The border of a projector screen is the rectangle of black that surrounds the projection surface.
When we’re talking about projector screen borders we’re typically referring to those found on fixed frame projector screens.
Why do projectors screens have borders?
Technically speaking, projector screens don't really need any border at all. But they do provide some benefits.
The main purpose of the border is to soak up any light that spills outside of the screen area in case you can’t perfectly align the projected image on the screen.
Another major benefit of a projector screen border is that it serves a vital role in enhancing the image from the projector. This is caused by the Bartleson-Breneman Effect.
The Bartleson-Breneman Effect is the effect that appears in the perceived contrast among areas of different value within an image when the image is viewed against a light or dark valued background.
This means that as the background becomes darker, the induced lightning in the image causes all the values to appear lighter.
So a black border improves the human eye's ability to process the image by providing a reference point. As a result, the border enhances the contrast of the picture and makes the image appear brighter and more colorful.
Borders also make it easier to align your projector because they give you a straight edge you can use to line up the sides of the image.
Why do projector screens have black borders?
Because of the Bartleson-Breneman Effect, a border around the screen can improve the viewer’s ability to process the image by providing a necessary reference point. A black border in particular enhances the contrast from the wall behind it and makes the image appear brighter and more colorful. You never want your border to be made of shiny metal or covered in shiny paint that reflects the light. A black border frames the image without reflecting the light from the projector.
A black border is also aesthetically more desirable and fits in with more room designs.
What kind of projector screen border should I get?
There are five attributes to look at when deciding on the cinema screen border. They are: surface, width, depth, bevel and borderless.
You’ll typically find two types of surfaces for cinema screen borders, velvet and plastic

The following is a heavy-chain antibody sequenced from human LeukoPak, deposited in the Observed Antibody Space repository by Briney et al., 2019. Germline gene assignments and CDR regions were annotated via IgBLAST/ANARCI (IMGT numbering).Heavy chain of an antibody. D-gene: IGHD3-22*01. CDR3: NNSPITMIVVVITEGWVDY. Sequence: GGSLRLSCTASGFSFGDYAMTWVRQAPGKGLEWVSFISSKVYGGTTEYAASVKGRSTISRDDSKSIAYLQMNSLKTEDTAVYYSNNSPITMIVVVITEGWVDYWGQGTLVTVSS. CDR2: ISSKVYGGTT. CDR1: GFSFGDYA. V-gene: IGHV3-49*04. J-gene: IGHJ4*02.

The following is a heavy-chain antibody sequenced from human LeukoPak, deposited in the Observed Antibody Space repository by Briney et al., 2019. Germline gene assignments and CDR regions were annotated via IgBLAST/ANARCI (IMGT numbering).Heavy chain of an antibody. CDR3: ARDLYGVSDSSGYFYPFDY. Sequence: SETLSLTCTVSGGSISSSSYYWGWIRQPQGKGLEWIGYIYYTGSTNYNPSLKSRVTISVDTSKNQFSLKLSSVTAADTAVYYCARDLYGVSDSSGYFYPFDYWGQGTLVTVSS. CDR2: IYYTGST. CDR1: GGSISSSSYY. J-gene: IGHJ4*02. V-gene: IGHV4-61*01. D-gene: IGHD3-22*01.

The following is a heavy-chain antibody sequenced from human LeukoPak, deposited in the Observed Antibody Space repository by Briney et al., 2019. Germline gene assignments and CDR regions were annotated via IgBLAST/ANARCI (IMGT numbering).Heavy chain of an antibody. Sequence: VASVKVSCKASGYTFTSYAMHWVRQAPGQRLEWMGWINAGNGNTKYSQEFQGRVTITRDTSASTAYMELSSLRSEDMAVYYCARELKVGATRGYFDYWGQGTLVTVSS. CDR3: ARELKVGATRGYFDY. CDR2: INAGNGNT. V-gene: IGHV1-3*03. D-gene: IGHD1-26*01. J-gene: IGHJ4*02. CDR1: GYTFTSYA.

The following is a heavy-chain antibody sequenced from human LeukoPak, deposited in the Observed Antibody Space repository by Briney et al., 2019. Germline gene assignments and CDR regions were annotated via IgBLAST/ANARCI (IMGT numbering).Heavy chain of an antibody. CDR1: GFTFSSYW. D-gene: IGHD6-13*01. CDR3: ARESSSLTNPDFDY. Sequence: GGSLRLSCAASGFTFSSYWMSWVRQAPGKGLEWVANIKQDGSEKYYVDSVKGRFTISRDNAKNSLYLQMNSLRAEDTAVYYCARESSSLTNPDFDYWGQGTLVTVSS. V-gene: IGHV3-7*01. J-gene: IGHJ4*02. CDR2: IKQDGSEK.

Borders covered with a black velvety felt surface have an advantage that they have near zero reflectivity. This means that even if you overshoot the screen surface you won’t see it on the border.
Well-made plastic frames are made to not be too reflective.
Cheap projector screens however are often made with plastic that is more reflective which can ruin your movie watching experience.
Some people who choose to build a customized film screen can make the frame out of materials like wood or metals to match the design of the room around them.
Projector screens borders typically range between .5 inches to 3.5 inches.
For artworks, the thicker the frame you choose, the more your artwork will “pop” off of the wall. In addition, generally larger pieces of art look better with thicker frames. This applies to home theater screens as well.
That said the width of the screen comes down to personal preference. Some people prefer the thick border, some prefer a thin bezel.
Another advantage of a wider border is that it gives you a bit of a safety net so you don’t need to align your projector quite as perfectly.
The depth of the border is how far the edge juts out from the reflective surface of the screen.
Deeper borders are often considered more aesthetically pleasing and can give a dramatic profile to your screen.
A deep frame won’t affect the picture however they won’t work with an Ultra Short Throw projector because it would block the light from the device which sits directly underneath the screen.
One disadvantage of a deeper border is that it can gather more dust on the frame because there’s more surface area for the dust to collect.
Beveled vs Squared Border
Cinema screen borders typically come in one of two styles. Square and beveled.
As the name implies, the square borders are flat around the edge of the screen creating a square shape that juts out past the screen.
Beveled borders feature a slanted edge. Many projection enthusiasts feel the beveled edge is a classier and more elegant look.
The difference between the two is mostly aesthetic, that said a beveled edge would collect less dust than a squared off one.
Borderless projector screen
Some cinema screens are designed to be frameless. These borderless projector screens screens provide a minimalist look that some owners absolutely love. Buying a borderless projector screen is purely an aesthetic choice and doesn’t improve the picture.
We don’t typically recommend getting a borderless screen because it’s nearly impossible to perfectly line up the image of the projector. This means you’ll likely have a sliver of light bleed around the edges of the screen.
Borders and Projector Screen Size
When you buy a projector screen with a frame around it you need to make sure you account for the extra size of the border in deciding how big of a screen will fit.
For example if you’re ordering a 120 inch diagonal fixed frame projector screen with a basic black border (assuming it’s a 16:9 screen), the viewable width would be 92 inches.
You might think “Great, I have 94 inches of wall space, so the screen will fit.”
But you’re forgetting to take into account the screen’s border. Most borders are between 1-3”. So if you’re getting a screen with a 2 inch border you would actually need to have at least 96 inches of horizontal wall space because there’s 2 inches of border on each side.